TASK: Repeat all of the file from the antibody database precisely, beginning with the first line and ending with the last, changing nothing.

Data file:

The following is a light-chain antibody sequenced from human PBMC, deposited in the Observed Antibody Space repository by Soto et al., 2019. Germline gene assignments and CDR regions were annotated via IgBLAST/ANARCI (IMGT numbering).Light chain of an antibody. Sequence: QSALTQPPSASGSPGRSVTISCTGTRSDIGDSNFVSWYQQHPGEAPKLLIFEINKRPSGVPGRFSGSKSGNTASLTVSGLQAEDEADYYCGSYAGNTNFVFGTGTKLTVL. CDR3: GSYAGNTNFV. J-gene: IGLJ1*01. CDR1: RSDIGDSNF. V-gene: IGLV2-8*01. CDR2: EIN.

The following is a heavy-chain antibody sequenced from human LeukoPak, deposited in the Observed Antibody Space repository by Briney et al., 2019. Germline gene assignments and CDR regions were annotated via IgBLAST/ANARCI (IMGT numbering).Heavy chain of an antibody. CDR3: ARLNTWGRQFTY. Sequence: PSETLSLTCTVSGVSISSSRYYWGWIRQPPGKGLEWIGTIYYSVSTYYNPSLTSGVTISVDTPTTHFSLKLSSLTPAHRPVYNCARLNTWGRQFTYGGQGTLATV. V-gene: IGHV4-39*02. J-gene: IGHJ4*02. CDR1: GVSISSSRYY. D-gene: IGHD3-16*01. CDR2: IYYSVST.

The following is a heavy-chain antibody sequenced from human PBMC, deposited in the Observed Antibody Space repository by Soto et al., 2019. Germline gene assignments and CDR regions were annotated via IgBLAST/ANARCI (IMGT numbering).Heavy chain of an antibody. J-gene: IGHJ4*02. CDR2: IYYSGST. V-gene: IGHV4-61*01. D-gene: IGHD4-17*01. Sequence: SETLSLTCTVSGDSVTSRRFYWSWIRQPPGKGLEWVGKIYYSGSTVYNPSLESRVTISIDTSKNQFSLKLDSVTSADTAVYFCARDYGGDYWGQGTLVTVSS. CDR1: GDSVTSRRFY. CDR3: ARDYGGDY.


The following is a light-chain antibody sequenced from human PBMC, deposited in the Observed Antibody Space repository by Soto et al., 2019. Germline gene assignments and CDR regions were annotated via IgBLAST/ANARCI (IMGT numbering).Light chain of an antibody. Sequence: QSALTQPPSASGSPGRSVTISCTGTRSDIGDSNFVSWYQQHPGEAPKLLIFEINKRPSGVPGRFSGSKSGNTASLTVSGLQAEDEADYYCGSYAGNTNFVFGTGTKLTVL. CDR3: GSYAGNTNFV. J-gene: IGLJ1*01. CDR1: RSDIGDSNF. V-gene: IGLV2-8*01. CDR2: EIN.

The following is a heavy-chain antibody sequenced from human LeukoPak, deposited in the Observed Antibody Space repository by Briney et al., 2019. Germline gene assignments and CDR regions were annotated via IgBLAST/ANARCI (IMGT numbering).Heavy chain of an antibody. CDR3: ARLNTWGRQFTY. Sequence: PSETLSLTCTVSGVSISSSRYYWGWIRQPPGKGLEWIGTIYYSVSTYYNPSLTSGVTISVDTPTTHFSLKLSSLTPAHRPVYNCARLNTWGRQFTYGGQGTLATV. V-gene: IGHV4-39*02. J-gene: IGHJ4*02. CDR1: GVSISSSRYY. D-gene: IGHD3-16*01. CDR2: IYYSVST.

The following is a heavy-chain antibody sequenced from human PBMC, deposited in the Observed Antibody Space repository by Soto et al., 2019. Germline gene assignments and CDR regions were annotated via IgBLAST/ANARCI (IMGT numbering).Heavy chain of an antibody. J-gene: IGHJ4*02. CDR2: IYYSGST. V-gene: IGHV4-61*01. D-gene: IGHD4-17*01. Sequence: SETLSLTCTVSGDSVTSRRFYWSWIRQPPGKGLEWVGKIYYSGSTVYNPSLESRVTISIDTSKNQFSLKLDSVTSADTAVYFCARDYGGDYWGQGTLVTVSS. CDR1: GDSVTSRRFY. CDR3: ARDYGGDY.